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While making my rounds close to home, I couldn’t resist stopping to capture some familiar relics, now resting in the snow. In my view there is always a new image to be made when the subject has character and can tell a story. I also enjoyed stopping to photograph a couple of other subjects that have caught my eye, more than once while wandering. Looking at these together I am reminded how much the cloudy-cool or sunny-warm color of the light affects a snowy scene. The lighting influences the mood … cheerful and bright, or calm and peaceful. Adding to the stories, these the relics seem all the more vulnerable in the snow, making me wonder … how many winters they have sat in the harsh elements and yet survived.
I started out with more images in this post but even while I liked all of the images, something was bothering me. I ended up deciding to delete a couple of them, and in doing so I realized the group then made a stronger set. For me, sometimes less is more!
Finding a piece of history along the way is always a thrill for me. A ghost town with tales of hard times and murder was no exception. Fascinated, I went into over-drive … exploring, composing and shooting. Vehicles left behind and posed among the June grass, grabbed a lot of my attention. Here are some, once mobile favorites from two sessions at this location.
It has been a while since I’ve posted the weathered little structures found along the way. I’ve been all wrapped up in shooting and then processing my fall foliage images! This set shows several photos that document the finds and record their existence. They’ve been patiently waiting to be shared. Evoking all kinds of questions I wonder who built them, used them, and what are their stories?
Crystal Mill has been on my bucket list since moving to Colorado. Apparently it has been on many other photographer’s lists as well. It is one of the most photographed subjects on the Western Slopes. Yes … it has been done but that didn’t discourage me … I wanted to shoot it for myself! Only accessible by jeep or hiking 4 miles, I had to wait for an opportunity. At an elevation of almost 9,000 feet, hiking uphill with an assortment of heavy camera gear and a tripod would be out of the question for me (unless I could hire a sherpa)! As luck would have it my good friend, having access to a jeep invited me and another friend on this long awaited adventure. We were grateful to have overcast skies which allowed us to capture the scene without harsh shadows and highlights. Spending over 2 hours shooting at the location, I tried many different compositions and camera settings, to make sure I had what I wanted. It was a great day, with good company and I’m happy to be able to check it off my bucket list. Presented here are some of my favorite compositions … I hope you like them!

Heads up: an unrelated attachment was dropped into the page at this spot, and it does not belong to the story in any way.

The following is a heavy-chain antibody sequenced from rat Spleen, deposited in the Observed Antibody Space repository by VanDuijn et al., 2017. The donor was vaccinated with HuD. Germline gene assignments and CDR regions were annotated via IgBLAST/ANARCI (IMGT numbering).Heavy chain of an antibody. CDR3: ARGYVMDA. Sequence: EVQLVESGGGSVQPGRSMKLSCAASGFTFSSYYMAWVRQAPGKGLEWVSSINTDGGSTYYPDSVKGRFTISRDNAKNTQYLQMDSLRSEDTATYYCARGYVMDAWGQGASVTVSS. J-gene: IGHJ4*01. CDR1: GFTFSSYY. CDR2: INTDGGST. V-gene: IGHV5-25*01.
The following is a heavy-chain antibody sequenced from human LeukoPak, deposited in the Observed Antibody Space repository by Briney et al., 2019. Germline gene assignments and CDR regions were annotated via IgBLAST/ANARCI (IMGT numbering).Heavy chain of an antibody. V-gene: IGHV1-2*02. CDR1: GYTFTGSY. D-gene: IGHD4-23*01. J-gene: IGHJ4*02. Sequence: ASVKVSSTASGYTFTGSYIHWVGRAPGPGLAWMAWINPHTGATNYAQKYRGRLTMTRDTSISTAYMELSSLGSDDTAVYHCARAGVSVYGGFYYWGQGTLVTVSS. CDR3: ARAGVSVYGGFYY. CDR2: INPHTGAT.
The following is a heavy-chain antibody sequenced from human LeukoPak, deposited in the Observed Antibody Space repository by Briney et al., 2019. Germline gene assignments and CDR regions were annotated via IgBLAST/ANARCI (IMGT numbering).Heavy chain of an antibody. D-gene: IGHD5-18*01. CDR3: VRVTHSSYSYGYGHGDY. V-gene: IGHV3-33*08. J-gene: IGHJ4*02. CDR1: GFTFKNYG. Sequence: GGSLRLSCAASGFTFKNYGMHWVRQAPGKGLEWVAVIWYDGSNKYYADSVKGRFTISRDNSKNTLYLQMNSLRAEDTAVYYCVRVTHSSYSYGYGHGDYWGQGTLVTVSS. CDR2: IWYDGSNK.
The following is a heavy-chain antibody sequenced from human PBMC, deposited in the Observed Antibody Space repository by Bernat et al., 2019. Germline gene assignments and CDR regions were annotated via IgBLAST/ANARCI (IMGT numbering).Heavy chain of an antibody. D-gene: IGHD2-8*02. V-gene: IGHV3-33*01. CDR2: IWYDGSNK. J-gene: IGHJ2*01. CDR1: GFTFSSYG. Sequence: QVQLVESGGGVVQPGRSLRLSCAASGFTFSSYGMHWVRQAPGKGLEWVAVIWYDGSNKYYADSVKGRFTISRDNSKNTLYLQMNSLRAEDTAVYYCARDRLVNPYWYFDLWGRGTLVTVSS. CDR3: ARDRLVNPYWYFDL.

Museums are great places to take your camera, if they let you … not all museums do. So when an exclusive opportunity arose for a photo club trip to the local, ‘Museum of the Mountain West’ I was in. Because it was in the middle of a bright, sunny day I decided ahead of time that I would concentrate on details inside, starting out with my 100mm macro lens. Having arranged tours to a farmstead museum Back East I was familiar with this kind of shooting. The shear number of artifacts can be overwhelming, the lighting can be difficult and you must isolate yet reserve the urge to move anything! Here are a few detail shots from the fun outing.
Old windows and doors have been a favorite and recurring theme since starting my photographic journey years ago. They are popular subjects among many of my photog friends as well. For me they can hold a mystery about what is on the other side. A reflection, often distorted can have a playful and sometimes magical quality. Traditional symbolic ideas might convey a passage to spirituality or portal to transformation. When I find windows and doors that are weathered, and have that ‘something extra’, I am even more intrigued. Whether the main subject or playing a role in a more complex scene, their stories are easy to imagine.